Beneath Grand Central Terminal’s track 114, where Manhattan commuters scurried to trains, investigators say three railroad maintenance workers found a comfortable place to relax: a hidden “man cave” tucked inside a storage room, complete with a wall-mounted flat-screen TV, microwave oven, Futon couch, inflatable mattress, workout equipment, and a refrigerator for their beer and snacks.

The inspector general’s office for the Metropolitan Transportation Authority discovered the room in August 2019 after receiving an anonymous tip that workers were going there to “hang out and get drunk and party,” the agency watchdog said Thursday. The investigation into the room took a year due, in part, to work disruptions during the coronavirus pandemic, a spokeswoman said.

“Many a New Yorker has fantasized about kicking back with a cold beer in a prime piece of Manhattan real estate, especially one this close to good transportation,” MTA Inspector General Carolyn Pokorny said. “But few would have the chutzpah to commandeer a secret room beneath Grand Central Terminal and make it their very own man cave, sustained with MTA resources and maintained at our riders’ expense.”

The three unnamed employees — all maintenance workers for Metro-North Railroad — have been suspended without pay pending a disciplinary inquiry, the IG’s office said. Investigators said they found the TV’s streaming device connected to the hot spot for one worker’s cellphone, the streaming device registered to a second man, and a receipt in the third one’s name.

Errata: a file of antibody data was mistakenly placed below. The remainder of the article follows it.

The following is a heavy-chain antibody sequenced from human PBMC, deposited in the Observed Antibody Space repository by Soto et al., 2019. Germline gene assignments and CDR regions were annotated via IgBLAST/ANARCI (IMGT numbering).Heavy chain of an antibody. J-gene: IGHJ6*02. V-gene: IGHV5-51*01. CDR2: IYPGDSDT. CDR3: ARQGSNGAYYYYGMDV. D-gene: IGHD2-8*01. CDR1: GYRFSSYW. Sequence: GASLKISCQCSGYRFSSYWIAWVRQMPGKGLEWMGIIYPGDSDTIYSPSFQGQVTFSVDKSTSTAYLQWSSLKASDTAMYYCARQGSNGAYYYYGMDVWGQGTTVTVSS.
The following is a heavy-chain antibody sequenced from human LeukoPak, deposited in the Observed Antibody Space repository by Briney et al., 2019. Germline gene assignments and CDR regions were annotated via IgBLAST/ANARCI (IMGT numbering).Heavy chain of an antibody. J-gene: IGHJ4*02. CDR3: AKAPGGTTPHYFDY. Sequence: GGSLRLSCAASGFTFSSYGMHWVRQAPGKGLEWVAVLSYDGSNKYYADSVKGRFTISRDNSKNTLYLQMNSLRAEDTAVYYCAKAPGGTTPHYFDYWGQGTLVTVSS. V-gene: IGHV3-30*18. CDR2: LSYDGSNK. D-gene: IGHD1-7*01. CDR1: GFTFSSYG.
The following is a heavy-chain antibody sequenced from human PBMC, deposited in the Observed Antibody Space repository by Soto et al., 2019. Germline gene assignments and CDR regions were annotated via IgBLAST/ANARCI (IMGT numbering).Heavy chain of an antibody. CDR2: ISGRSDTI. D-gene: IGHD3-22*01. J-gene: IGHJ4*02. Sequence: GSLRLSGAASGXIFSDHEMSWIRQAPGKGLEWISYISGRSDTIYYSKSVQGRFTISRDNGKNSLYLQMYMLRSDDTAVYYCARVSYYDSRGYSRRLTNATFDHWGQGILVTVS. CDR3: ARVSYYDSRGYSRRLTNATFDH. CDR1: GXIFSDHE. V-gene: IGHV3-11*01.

All three have said they didn’t know about the room, according to the report.

The men were either assigned to the midnight-to-8 a.m. shift or worked overtime during the overnight hours, the IG’s office said. In addition to the inflatable mattress, the room had a pullout cot and a bag containing sheets and a comforter.

The “man cave” was in a locked area within a storage room for locksmith supplies, investigators said. Its door had a handwritten sign that said “foreman’s office.” Grand Central Terminal managers said they didn’t know about the storage area or the “unauthorized break room” within it, investigators said.

Metro-North President Catherine Rinaldi said the employees “are being disciplined in accordance with their collective bargaining agreements.” Metro-North is an MTA agency.

“The behavior described in the IG’s report is outrageously inappropriate and is not consistent with Metro-North’s values and the commitment that we have to providing safe, reliable and cost-efficient service to our customers,” Rinaldi said in a statement.